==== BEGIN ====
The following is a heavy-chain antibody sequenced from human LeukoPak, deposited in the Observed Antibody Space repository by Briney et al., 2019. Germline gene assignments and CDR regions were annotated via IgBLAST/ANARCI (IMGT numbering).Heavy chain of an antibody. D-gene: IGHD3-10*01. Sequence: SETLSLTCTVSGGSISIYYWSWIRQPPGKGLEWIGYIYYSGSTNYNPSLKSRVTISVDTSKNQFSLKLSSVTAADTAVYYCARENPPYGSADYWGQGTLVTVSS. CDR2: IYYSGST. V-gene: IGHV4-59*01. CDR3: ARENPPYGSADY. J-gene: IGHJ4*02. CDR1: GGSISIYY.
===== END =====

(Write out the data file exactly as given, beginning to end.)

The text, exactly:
The following is a heavy-chain antibody sequenced from human LeukoPak, deposited in the Observed Antibody Space repository by Briney et al., 2019. Germline gene assignments and CDR regions were annotated via IgBLAST/ANARCI (IMGT numbering).Heavy chain of an antibody. D-gene: IGHD3-10*01. Sequence: SETLSLTCTVSGGSISIYYWSWIRQPPGKGLEWIGYIYYSGSTNYNPSLKSRVTISVDTSKNQFSLKLSSVTAADTAVYYCARENPPYGSADYWGQGTLVTVSS. CDR2: IYYSGST. V-gene: IGHV4-59*01. CDR3: ARENPPYGSADY. J-gene: IGHJ4*02. CDR1: GGSISIYY.